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Stephen Dobyns: Can Poetry Matter?

Heart feels the time has come to compose lyric poetry.
No more storytelling for him. Oh, Moon, Heart writes,
sad wafer of the heart’s distress. And then: Oh, Moon,
bright cracker of the heart’s pleasure. Which is it,
is the moon happy or sad, cracker or wafer? He looks
from the window but the night is overcast. Oh, Cloud,
he writes, moody veil of the Moon’s distress. And then,
Oh, Cloud, sweet scarf of the Moon’s repose. Once more
Heart asks, Are clouds kindly or a bother, is the moon sad
or at rest? He calls scientists who tell him that the moon
is a dead piece of rock. He calls astrologers. One says
the moon means water. Another that it signifies oblivion.
The girl next door says the Moon means love. The nut
up the block says it proves that Satan has us under his thumb.
Heart goes back to his notebooks. Oh, Moon, he writes,
confusing orb meaning one thing or another. Heart feels
that his words lack conviction. Then he hits on a solution.
Oh, Moon, immense hyena of introverted motorboat.
Oh, Moon, upside down lamp post of barbershop quartet.
Heart takes his lines to a critic who tells him that the poet
is recounting a time as a toddler when he saw his father
kissing the baby-sitter at the family’s cottage on a lake.
Obviously, the poem explains the poet’s fear of water.
Heart is ecstatic. He rushes home to continue writing.
Oh, Cloud, raccoon cadaver of colored crayon, angel spittle
recast as foggy euphoria. Heart is swept up by the passion
of composition. Freed from the responsibility of content,
no nuance of nonsense can be denied him. Soon his poems
appear everywhere, while the critic writes essays elucidating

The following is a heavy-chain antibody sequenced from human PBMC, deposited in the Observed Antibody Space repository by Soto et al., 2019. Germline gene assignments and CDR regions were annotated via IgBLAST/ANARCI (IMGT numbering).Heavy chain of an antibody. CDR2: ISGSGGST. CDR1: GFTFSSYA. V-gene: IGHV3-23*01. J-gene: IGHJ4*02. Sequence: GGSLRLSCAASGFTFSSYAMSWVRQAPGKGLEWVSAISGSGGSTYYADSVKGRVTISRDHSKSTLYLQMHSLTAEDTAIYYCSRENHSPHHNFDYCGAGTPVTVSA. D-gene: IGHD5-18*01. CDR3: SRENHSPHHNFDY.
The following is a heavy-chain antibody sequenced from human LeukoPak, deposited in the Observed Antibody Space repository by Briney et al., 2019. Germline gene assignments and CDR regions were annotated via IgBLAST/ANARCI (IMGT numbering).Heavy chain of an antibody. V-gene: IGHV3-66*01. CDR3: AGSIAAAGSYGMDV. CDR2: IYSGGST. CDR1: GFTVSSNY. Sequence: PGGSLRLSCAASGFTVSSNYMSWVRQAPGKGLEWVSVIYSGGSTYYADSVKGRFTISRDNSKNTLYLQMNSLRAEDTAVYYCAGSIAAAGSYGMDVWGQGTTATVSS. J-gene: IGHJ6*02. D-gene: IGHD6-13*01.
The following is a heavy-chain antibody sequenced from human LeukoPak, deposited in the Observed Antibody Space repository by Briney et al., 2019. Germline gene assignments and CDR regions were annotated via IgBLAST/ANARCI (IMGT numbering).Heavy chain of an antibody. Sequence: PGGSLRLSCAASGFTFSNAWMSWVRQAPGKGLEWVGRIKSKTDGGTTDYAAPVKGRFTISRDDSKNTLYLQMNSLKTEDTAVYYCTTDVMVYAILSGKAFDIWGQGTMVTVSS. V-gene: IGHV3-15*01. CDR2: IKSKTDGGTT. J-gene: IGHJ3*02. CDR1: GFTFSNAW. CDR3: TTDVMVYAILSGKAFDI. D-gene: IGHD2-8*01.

Heart’s meaning. Jointly they form a sausage factory of poetry:
Heart supplying the pig snouts and rectal tissue of language
which the critic encloses in a thin membrane of explication.
Lyric poetry means teamwork, thinks Heart: a hog farm,
corn field, and two old dobbins pulling a buckboard of song.

Copyright 1994 Stephen Dobyns. From Velocities by Stephen Dobyns published by Penguin.

5 comments on “Stephen Dobyns: Can Poetry Matter?

  1. Barbara Huntington
    May 18, 2022

    I needed this. Thank you🤣

    Like

  2. Deborah DeNicola
    May 17, 2022

    Ditto to the remark above. Dobyns is such an original. I love this poem!

    Like

  3. Elizabeth Romero
    May 17, 2022

    the old cow, she is dead

    Like

  4. maryjanewhite
    May 17, 2022

    This is absolutely hilarious!

    Like

  5. leabaron@aol.com
    May 17, 2022

    Hi, Mike: That brilliantly witty poem of Dobyns’s will send me back to the shelf for VELOCITIES. Publishing his poems was almost enough in itself to make editing NEW ENGLAND REVIEW worthwhile!

    Stay well, my friend, Syd

    Like

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This entry was posted on May 17, 2022 by in Humor and Satire, Opinion Leaders, Poetry and tagged , , .

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